A Reworked Lineup Leads to Disappointing Results on New Volume Five Project

Written by:

Much has changed since my review of Volume Five’s 2018 release Milestone. Hell, much has changed since Volume Five performed the 2019 Grass Valley Father’s Day Festival. Of course, I am strictly discussing Volume Five. Besides their lineup changes and new album has anybody recognized any jarring changes within the last few months? No? Didn’t think so. Causing ripples throughout the bluegrass universe, mandolin specialist and indecisive wayward wanderer Adam Steffey joined Volume Five moving former mandolinist Jacob Burleson to guitar. In general, this seems like a benefit. While Steffey is personally not my favorite mandolin player, it is impossible to dismiss that he is the most influential mandolinist in the twenty first century besides Chris Thile. In contrast to a double-stop and heavy right hand style similar to the one originated by Monroe and continued by Compton, Steffey’s style is extremely single eighth note heavy and moves the mandolin closer to the sound of a Bill Keith break than a Kenny Baker solo. While the addition of Steffey doesn’t diminish the effect of the album, the lack luster songwriting does.

In contrast to For Those Who Care to Listen, Milestones was a band closer to its original lineup and still seemingly on the rise after almost ten years in the business. My comments on that album were extremely positive, and I was expecting that the song writing quality would evolve and improve along with their professional standing. While the addition of Steffey shows a certain economic security, the song-writing on this album is flat, conventional, and forgettable.

The differences between the opening tracks contextualize this issue. The first track of Milestones “Just Beyond the Window” takes a conventional song theme of the husband wanting revenge on his lover and friend cheating together, but adds certain extra details such as what murder strategies would be appropriate and the realization that cheating itself is not punishable unless one takes it into their own hands. “All the Way to the Bottom” takes the inverse of the previous theme,

wanting to die when your woman cheats on you, but the imagery is never beyond the most banal and obvious. A grave, or a person “Being blue, blue, blue, all the way to the bottom” doesn’t give the audience anything to grab on to.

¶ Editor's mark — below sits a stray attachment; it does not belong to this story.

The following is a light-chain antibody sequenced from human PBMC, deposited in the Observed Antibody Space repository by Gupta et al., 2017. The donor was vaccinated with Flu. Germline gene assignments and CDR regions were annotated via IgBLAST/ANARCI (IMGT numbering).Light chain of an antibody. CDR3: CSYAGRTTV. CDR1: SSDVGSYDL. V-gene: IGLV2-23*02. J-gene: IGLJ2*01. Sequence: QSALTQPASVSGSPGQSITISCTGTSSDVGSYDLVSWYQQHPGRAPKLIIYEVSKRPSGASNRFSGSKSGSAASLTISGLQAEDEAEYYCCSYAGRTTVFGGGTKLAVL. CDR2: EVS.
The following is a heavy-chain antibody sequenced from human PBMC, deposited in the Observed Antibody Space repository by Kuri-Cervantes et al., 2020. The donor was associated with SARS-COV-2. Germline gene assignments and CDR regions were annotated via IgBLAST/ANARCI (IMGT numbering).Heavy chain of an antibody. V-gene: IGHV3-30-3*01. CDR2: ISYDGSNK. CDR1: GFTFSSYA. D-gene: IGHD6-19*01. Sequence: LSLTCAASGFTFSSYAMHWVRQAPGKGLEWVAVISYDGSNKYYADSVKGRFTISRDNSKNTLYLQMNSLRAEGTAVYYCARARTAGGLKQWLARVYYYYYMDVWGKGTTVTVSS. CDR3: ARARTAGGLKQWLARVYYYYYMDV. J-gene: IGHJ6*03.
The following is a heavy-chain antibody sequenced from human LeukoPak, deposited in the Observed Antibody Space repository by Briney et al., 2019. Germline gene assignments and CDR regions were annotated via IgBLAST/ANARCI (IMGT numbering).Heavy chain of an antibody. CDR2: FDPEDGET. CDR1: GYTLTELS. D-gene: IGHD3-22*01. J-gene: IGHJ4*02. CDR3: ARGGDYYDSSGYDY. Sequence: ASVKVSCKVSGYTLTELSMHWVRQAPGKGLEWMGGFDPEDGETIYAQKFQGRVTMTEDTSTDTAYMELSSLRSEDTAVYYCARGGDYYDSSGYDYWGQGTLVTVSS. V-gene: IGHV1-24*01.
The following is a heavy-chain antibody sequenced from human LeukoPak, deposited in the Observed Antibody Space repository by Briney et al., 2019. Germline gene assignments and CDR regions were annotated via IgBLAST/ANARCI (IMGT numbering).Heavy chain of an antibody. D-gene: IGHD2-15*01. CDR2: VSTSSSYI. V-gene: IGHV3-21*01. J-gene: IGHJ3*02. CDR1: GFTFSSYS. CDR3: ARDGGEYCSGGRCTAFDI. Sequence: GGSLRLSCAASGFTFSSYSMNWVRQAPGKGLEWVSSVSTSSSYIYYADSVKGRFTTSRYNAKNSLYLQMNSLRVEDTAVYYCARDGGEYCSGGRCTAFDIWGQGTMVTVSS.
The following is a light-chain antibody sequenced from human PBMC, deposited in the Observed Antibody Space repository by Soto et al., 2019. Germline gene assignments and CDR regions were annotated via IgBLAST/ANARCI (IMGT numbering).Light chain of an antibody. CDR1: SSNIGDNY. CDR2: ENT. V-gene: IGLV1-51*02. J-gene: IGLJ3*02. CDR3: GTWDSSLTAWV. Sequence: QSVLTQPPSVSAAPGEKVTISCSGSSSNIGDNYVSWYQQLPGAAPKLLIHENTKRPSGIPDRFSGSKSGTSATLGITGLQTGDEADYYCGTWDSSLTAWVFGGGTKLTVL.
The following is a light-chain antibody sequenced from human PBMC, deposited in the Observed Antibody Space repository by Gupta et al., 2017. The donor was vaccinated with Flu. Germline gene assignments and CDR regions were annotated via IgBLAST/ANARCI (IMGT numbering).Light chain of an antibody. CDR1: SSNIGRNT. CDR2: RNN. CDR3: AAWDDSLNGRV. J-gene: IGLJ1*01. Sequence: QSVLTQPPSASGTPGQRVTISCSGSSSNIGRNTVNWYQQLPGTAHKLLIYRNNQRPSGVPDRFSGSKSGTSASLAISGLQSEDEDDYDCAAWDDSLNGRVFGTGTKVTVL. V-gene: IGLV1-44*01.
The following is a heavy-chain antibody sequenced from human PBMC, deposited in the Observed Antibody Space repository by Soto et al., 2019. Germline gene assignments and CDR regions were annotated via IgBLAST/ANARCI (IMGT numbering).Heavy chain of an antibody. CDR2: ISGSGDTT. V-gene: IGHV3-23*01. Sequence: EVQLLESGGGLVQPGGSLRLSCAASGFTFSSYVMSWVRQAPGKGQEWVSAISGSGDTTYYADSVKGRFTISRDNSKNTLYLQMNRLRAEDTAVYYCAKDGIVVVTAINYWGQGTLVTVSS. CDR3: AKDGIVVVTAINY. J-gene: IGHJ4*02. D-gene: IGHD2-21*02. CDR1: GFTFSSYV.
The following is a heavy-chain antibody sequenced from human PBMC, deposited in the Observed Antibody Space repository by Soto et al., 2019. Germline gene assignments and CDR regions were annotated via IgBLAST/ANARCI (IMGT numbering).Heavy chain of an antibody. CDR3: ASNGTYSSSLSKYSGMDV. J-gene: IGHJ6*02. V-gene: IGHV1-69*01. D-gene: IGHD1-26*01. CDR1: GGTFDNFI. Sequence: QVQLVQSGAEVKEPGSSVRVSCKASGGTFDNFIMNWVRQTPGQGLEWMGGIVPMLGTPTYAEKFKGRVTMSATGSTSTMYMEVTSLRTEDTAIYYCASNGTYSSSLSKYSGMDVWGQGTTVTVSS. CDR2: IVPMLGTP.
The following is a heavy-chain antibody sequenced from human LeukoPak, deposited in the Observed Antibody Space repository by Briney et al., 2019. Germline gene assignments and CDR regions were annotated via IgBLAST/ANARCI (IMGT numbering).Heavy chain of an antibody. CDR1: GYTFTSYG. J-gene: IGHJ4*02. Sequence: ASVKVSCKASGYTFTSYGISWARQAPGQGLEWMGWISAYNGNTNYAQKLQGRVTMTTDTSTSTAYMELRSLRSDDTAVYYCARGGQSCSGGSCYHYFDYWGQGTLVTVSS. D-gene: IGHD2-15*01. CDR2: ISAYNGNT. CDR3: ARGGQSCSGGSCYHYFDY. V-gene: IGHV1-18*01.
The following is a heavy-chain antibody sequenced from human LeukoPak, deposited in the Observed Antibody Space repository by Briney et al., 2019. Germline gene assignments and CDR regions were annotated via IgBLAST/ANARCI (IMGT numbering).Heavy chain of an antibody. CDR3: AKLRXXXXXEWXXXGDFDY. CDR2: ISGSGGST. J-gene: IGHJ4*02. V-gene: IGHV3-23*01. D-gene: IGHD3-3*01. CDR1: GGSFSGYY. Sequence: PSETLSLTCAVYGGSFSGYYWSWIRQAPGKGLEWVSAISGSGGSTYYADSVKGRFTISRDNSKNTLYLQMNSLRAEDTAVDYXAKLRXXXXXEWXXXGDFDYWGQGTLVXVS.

In another unjustifiable decision, the second track carries the same bluesey, modal sound as the previous track. The issue? This sound only appears once more on the album with the second last to track “The 15th of October.” Think of any other art form’s equivalent to this decision. If one is preparing a meal with many appetizers and desserts etc. does one send out a chicken pasta followed by a different kind of pasta? A Lemon sorbet followed by a lime? No. you send out a soup and a salad, a piece of meat and vegetables, a sorbet and a piece of cake. Contrasts instigates better questions and judgements out of the listener. It is ridiculous that a portion of my reviews still need to mention this seemingly elementary idea that has been around since Ancient Greece.

Reapplying certain moods with lesser lyrics is not the worst thing one could do. Songwriting is a process and it doesn’t always end well. It is also an extremely subjective art form where personal experience carries the most weight. Smirk at me all you want, but I have personally been more affected by the songwriting of Dave Simonett than Bob Dylan: I know I am wrong, but I can’t help but personally feel this way. But “Wings of a Song,” the last track on the album takes the faults of this album’s songwriting to the nth degree. When I first heard this song, I knew it sounded like something, but I didn’t figure it out until a while later what song it reminded me of. It reminded me of “Poet With Wings” a song released by volume five on Milestones. With a similar tempo, mood and chord progression this just rings of self plagiarism to the point of hilarity. The only thing worse than conventional imagery is repeated, unchanged imagery, and these two songs have that.

Instrumentally and vocally, the album is satisfactory. Neither of these aspects, unless one is a big fan of Glen Harrell voice, was ever the selling point of this band. Their strength was finding strong

material like “Tea Top Payne” and committing to the moods established in that material. Without good material to delve into, Volume Five sounds aimless.

Read about: